Open the Book of Magick: How a magical record is the best tool you can have for charting your own spiritual development
This is a post on how to get started practicing magick. To get more information on not just the magical record but *everything* you need to get started practicing magick, check out our full free course in chaos magick!
The Magical Record is the most potent tool in the magician’s entire arsenal.
Metaphorically speaking, the magical record represents the archive of your deeds in this life, but literally it can be anything from a text file on your computer to a simple blank notebook to a giant leather-bound tome (I like simplicity and functionality).
This book (which over time may become a pile of filled-up books) should contain several things:
1. Your dreams.
Every morning, the very first thing you should do upon awakening is write down your dreams in as much detail as possible. The more you do this, the more vivid your dreams will become.
2. Records of the magical experiments you undertake.
Every time you formally meditate or do a magical ritual, you should record what you did in detail within the book—as soon as your ritual is done. This way, you can look back later to see if you got results. You should be as scientific and detailed as possible in your notes, as if you were a highly skilled laboratory technician.
You should write intelligently and legibly, so that others may one day benefit from your notes.
How to start your Magical Record.
I want you to choose a book that will work as your ongoing record. You can use the following format to record your experiments (thanks to Aleister Crowley and Donald Michael Kraig):
Emotions and Mindset:
Name of Rituals Performed:
For the astrologically inclined, you may also wish to record the phase of the moon, current sun and moon signs, and ascendant sign(s) during the time of the ritual. But this is not necessary, and may add too much confusing extra information at first, unless you already know astrology well.
This is a bare-bones approach that you can customize and embellish as you like. You will find that your note-taking methods evolve over time.
Here’s a sample of a day’s record:
Monday, October 12, 2015.
Dreams. Dreamt I was flying over the city. Down below I could see my office. It looked like a cage. I flew down and was trying to open the windows so that I could escape. I saw my body inside—I looked hypnotized in front of my computer, working on a spreadsheet. I started yelling at myself. Eventually my body noticed, and together we flew away from the office.
Location: My bedroom.
Physical Condition: Groggy after waking up, had shower and coffee.
Emotions and Mindset: Hopeful after my dream. Excited about starting to practice magick!
Name of Rituals Performed: 5 minutes meditation.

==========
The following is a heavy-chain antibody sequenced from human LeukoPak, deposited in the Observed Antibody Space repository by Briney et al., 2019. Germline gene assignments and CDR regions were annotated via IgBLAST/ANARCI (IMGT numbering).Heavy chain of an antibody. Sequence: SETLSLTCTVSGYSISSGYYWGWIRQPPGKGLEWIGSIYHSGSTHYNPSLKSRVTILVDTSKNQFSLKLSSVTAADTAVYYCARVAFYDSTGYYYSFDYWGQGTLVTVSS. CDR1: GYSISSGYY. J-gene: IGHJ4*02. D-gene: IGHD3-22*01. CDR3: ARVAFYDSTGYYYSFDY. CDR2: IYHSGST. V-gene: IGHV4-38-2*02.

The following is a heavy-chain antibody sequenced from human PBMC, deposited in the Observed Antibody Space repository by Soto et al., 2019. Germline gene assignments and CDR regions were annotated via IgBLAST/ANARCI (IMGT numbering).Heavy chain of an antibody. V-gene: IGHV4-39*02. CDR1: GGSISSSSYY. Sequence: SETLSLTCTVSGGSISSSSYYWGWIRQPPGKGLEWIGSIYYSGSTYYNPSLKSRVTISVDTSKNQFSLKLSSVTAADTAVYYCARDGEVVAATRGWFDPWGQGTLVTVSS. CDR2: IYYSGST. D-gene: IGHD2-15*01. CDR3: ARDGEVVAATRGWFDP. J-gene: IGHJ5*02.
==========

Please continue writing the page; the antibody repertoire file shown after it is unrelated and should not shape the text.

Performance: Sat cross-legged and focused on the point between my eyebrows for five minutes. I was fidgeting a bit at first, trying to find a comfortable position. After a bit of discomfort I found my center and relaxed into the meditation.
Results: Brief feelings of clarity and focus. At one point I felt “bigger,” like I felt my body was expanded and taller. Weird. It went away as soon as I opened my eyes. Looking forward to trying again!
A few wise words from the past.
There is one final step. On the first page of your record, please include the following quote (from Aleister Crowley). Read it, understand it and make it a regular reference point:
“In this book it is spoken of the Sephiroth and the Paths; of Spirits and Conjurations; of Gods, Spheres, Planes, and many other things which may or may not exist.
“It is immaterial whether these exist or not. By doing certain things certain results will follow; students are most earnestly warned against attributing objective reality or philosophic validity to any of them.
“The advantages to be gained from them are chiefly these: a. A widening of the horizon of the mind. b. An improvement of the control of the mind.
“The student, if he attains any success in the following practices, will find himself confronted by things (ideas or beings) too glorious or too dreadful to be described. It is essential that he remain the master of all that he beholds, hears or conceives; otherwise he will be the slave of illusion…
“There is little danger that any student… will fail to get some result; but there is great danger that he will be led astray, obsessed and overwhelmed by his results, even though it be by those which it is necessary that he should attain. Too often, moreover, he mistaketh the first resting-place for the goal, and taketh off his armor as if he were a victor ere the fight is well begun.
“It is desirable that the student should never attach to any result the importance which it at first seems to possess.”
Translation: Don’t take it too seriously. :)